Sen. Elizabeth WarrenElizabeth WarrenObama makes 0K for speech at A&E event: report Van Jones: Obama should do ‘poverty tour’ Warren reads middle school students' letters on climate change MORE (D-Mass.) is not playing favorites in the 2016 race on her pet issue, cracking down on Wall Street.
The outspoken bank critic gave kudos to Sen. Bernie SandersBernie SandersObama makes 0K for speech at A&E event: report Van Jones: Obama should do ‘poverty tour’ Sanders calls for renewed focus on fighting climate change MORE (I-Vt.) Wednesday, one day after the liberal candidate detailed his plan to rein in big banks if elected president.
Her comment came roughly one month after she had similar kind words for Hillary ClintonHillary Rodham ClintonBiden: ‘Guys, I’m not running’ Trump says email hacking during election 'could've been China' or other groups Maxine Waters: ‘I’ve never seen anybody as disgusting or as disrespectful’ as Trump MORE, after the Democratic front-runner vowed to fight GOP efforts to roll back new financial rules.
Warren’s status as a liberal icon has made her a significant presence in Democratic jockeying for the White House, and an endorsement of either candidate from her could be a significant boon to his or her campaign.
But after repeatedly refusing outside efforts to draft her into the presidential race, Warren has yet to indicate which candidate she might ultimately back or when she would make such a decision.
In her latest comments, Warren instead focused her criticism on Republicans, many of whom have vowed to undo Dodd-Frank reforms if elected president.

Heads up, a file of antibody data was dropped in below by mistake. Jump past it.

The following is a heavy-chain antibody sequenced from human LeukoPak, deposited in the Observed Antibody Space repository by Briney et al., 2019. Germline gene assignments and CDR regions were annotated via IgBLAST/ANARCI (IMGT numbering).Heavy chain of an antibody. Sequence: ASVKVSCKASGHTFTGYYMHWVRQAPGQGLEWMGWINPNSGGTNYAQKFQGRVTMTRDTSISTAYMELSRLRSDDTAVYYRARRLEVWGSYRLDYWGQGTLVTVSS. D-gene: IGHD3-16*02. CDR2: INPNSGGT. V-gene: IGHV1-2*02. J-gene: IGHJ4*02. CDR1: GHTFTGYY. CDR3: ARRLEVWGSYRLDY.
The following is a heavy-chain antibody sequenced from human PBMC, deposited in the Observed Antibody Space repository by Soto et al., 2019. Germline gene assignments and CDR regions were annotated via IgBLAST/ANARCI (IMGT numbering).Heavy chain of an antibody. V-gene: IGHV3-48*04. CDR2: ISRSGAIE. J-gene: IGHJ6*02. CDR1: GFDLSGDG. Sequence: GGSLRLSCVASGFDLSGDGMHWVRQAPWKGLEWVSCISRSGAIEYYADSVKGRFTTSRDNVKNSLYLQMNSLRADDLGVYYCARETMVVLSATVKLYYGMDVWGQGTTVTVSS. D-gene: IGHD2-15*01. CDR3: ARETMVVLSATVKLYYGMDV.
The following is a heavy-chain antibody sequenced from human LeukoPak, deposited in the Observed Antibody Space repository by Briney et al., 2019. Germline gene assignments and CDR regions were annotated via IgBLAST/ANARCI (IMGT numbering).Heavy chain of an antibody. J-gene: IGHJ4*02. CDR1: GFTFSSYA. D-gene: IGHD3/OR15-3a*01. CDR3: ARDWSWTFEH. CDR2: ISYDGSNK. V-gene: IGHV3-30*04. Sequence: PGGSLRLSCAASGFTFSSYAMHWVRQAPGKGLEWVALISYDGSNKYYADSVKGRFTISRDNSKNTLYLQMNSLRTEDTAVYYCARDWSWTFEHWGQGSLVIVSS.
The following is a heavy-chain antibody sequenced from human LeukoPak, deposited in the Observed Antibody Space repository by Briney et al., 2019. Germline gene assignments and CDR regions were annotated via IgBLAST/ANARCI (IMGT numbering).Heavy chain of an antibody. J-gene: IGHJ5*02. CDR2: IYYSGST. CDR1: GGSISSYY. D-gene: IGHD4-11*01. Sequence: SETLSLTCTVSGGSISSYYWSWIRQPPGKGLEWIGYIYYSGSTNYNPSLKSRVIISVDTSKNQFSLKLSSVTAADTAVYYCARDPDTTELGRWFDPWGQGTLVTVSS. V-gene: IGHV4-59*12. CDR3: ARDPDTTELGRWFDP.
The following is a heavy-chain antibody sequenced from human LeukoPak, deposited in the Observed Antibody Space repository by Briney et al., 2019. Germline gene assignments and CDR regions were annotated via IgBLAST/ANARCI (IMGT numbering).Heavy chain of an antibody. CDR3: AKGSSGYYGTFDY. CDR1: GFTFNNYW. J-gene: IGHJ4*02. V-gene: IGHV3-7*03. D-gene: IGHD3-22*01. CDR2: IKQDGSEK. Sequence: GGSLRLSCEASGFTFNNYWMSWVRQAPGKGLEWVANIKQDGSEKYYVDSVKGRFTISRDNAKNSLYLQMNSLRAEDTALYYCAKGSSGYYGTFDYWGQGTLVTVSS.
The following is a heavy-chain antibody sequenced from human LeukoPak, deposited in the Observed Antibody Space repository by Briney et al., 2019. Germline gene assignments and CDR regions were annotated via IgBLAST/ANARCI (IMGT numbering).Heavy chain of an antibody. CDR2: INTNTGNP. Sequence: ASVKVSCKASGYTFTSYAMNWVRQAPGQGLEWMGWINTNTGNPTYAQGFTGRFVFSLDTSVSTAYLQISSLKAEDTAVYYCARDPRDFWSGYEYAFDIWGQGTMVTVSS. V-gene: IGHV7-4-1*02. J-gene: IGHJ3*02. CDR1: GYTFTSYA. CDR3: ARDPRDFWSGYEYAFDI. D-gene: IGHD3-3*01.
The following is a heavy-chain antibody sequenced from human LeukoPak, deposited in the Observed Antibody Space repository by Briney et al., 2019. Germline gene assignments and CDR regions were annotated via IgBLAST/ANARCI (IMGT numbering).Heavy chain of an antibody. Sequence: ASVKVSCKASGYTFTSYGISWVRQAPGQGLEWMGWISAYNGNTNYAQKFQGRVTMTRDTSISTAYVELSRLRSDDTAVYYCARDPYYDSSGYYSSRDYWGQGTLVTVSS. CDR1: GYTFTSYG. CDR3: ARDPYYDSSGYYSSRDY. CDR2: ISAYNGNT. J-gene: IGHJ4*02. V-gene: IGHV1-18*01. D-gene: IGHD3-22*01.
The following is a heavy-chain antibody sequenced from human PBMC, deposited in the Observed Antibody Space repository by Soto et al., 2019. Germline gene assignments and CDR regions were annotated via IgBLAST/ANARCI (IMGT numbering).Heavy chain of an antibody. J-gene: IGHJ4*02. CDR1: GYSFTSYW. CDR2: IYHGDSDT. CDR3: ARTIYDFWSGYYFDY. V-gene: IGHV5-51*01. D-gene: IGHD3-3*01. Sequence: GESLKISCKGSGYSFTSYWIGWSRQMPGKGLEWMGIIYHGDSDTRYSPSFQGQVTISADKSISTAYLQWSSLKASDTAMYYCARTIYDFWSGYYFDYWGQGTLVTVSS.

She had a long history of criticizing the financial sector before joining the Senate in 2013, first as an academic and then as the architect behind the Consumer Financial Protection Bureau, a new federal agency created by the Dodd-Frank financial reform law.
On financial regulation, Warren's policies are much closer to Sanders than Clinton. Both Sanders and Warren are pushing for a return of the Glass-Steagall Act, a now-repealed law that created a firewall between traditional and investment banking. And both Sanders and Warren have called for the government to step in and break up the nation’s biggest banks, calling them large enough to pose a threat to the entire financial system.
Clinton, who has taken heat from the left for her Wall Street ties, has opted for a more nuanced approach. Her financial plan is aimed primarily at protecting regulations already in place, strengethening rules on some lightly regulated sectors and drafting tough regulators to enforce them.
She has explicitly ruled out a return of Glass-Steagall, which was repealed when her husband was in office, saying it would not have prevented the last crisis.